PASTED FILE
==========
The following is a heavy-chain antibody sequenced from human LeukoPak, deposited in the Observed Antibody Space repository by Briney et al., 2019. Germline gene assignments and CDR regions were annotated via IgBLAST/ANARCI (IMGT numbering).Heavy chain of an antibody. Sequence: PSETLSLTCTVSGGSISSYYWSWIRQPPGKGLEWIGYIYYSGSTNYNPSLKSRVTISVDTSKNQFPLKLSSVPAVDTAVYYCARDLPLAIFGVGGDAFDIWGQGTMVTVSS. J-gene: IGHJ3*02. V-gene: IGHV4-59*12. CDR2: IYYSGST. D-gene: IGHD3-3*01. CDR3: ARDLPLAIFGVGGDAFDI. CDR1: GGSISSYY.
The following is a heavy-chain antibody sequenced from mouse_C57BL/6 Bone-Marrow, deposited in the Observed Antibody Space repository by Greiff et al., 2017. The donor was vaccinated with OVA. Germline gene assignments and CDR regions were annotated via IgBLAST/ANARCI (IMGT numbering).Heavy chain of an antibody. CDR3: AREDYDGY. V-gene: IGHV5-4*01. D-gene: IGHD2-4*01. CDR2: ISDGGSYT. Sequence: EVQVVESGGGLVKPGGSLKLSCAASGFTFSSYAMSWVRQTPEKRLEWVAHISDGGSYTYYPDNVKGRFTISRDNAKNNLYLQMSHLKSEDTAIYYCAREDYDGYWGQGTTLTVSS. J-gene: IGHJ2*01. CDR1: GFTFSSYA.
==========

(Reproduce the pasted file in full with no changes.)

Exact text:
The following is a heavy-chain antibody sequenced from human LeukoPak, deposited in the Observed Antibody Space repository by Briney et al., 2019. Germline gene assignments and CDR regions were annotated via IgBLAST/ANARCI (IMGT numbering).Heavy chain of an antibody. Sequence: PSETLSLTCTVSGGSISSYYWSWIRQPPGKGLEWIGYIYYSGSTNYNPSLKSRVTISVDTSKNQFPLKLSSVPAVDTAVYYCARDLPLAIFGVGGDAFDIWGQGTMVTVSS. J-gene: IGHJ3*02. V-gene: IGHV4-59*12. CDR2: IYYSGST. D-gene: IGHD3-3*01. CDR3: ARDLPLAIFGVGGDAFDI. CDR1: GGSISSYY.
The following is a heavy-chain antibody sequenced from mouse_C57BL/6 Bone-Marrow, deposited in the Observed Antibody Space repository by Greiff et al., 2017. The donor was vaccinated with OVA. Germline gene assignments and CDR regions were annotated via IgBLAST/ANARCI (IMGT numbering).Heavy chain of an antibody. CDR3: AREDYDGY. V-gene: IGHV5-4*01. D-gene: IGHD2-4*01. CDR2: ISDGGSYT. Sequence: EVQVVESGGGLVKPGGSLKLSCAASGFTFSSYAMSWVRQTPEKRLEWVAHISDGGSYTYYPDNVKGRFTISRDNAKNNLYLQMSHLKSEDTAIYYCAREDYDGYWGQGTTLTVSS. J-gene: IGHJ2*01. CDR1: GFTFSSYA.